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Board of Adjustment says maintaining area character is not sufficient hardship

Monday, July 20, 2020 by Jessi Devenyns

While neighborhood character is an important aspect of design in a historic neighborhood, it is not the only thing the Board of Adjustment takes into account when considering a variance request to modify a home.

Architect Ryan Bollom proposed adding a 450-square-foot, one-story addition to a 768-square-foot home in the historically Black neighborhood of Clarksville.

At the Board of Adjustment on July 13, Board Member Rahm McDaniel said he understood most of Bollom’s justification for the request to decrease the interior side setback from 5 feet to 3 feet, 6 inches; reduce the rear yard setback from 10 to 5 feet; increase building cover allowances from 40 percent to 55 percent; and increase the impervious cover from 45 percent to 65 percent at 1711 Waterston Ave. The requests stemmed from the desire to construct a one-story structure that maintains the character of the neighborhood.

However, he noted that finding common ground with the neighborhood associations in order to get their support is not the primary driver behind the variance decisions weighed at the board. Instead, he said a hardship that prevents reasonable use of the property is necessary to gain a variance.

Board Member Yasmine Smith said that while maintaining the character that speaks to the history of the neighborhood is important to her, she will first and foremost need a hardship to consider voting for a variance allowing construction in setbacks with additional impervious cover.

Other board members said that retaining the facade of the original home to add a one-story addition that encroached into the setbacks on the lot was a design choice that did not result from a unique hardship associated with the lot.

“I also think they can build the house within the confines of the house they have,” Board Member Michael Von Ohlen said.

The board unanimously voted to postpone the case until next month to offer the applicant a chance to present a hardship to support their variance request.

Several of the board members expressed an understanding of the applicant’s request for a side setback in order to accommodate a 9-foot-wide carport along the side of the house. According to Bollom, the architect who was representing the owners, the design guidelines from the Old West Austin Neighborhood Association dictate parking on the side or rear of a house in lieu of the front.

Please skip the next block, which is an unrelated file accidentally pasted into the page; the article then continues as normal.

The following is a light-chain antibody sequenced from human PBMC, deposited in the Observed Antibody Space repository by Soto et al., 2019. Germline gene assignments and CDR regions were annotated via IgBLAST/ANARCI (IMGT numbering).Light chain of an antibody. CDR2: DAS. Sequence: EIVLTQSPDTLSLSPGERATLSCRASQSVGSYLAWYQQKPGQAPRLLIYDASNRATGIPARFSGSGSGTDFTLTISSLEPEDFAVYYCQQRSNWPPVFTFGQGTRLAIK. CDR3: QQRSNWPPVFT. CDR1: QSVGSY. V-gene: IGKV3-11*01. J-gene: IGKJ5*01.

“I think it’s OK to give them the side setback for the carport, but it stops there,” Von Ohlen said.

Chair Don Leighton-Burwell pointed out that part of the one-story addition spills over into the critical root zone of a 19-inch pecan tree on the property, and said he was concerned about the effects of such construction on the tree.

Maxing out the impervious cover on the property also caused some consternation among board members. Von Ohlen and Melissa Hawthorne expressed concern over the requested impervious cover increase, saying that if the house is sold there is no room remaining for a patio or fire pit if a new owner wished to modify the outdoor space.

The lot is a substandard Family Residence (SF-3) lot with only 5,400 square feet of space as compared to the code-defined minimum of 5,750 square feet for that zoning district. Although Bollom presented the lot size as a hardship, both board members and members of the public noted that there are many substandard lots in Clarksville. However, that context, McDaniel said, is being erased by additions and modifications to non-contributing structures like 1711 Waterston Ave. “Many would argue that this historic character of Clarksville has been gentrified out of existence,” he said.

Board Member alternate Kelly Blume said that when the case returns next month she will be looking for the minimum deviation from code in the applicant’s request for a variance.

“I personally can’t support it the way it is right now,” Chair Leighton-Burwell said.

Photo courtesy of the city of Austin.

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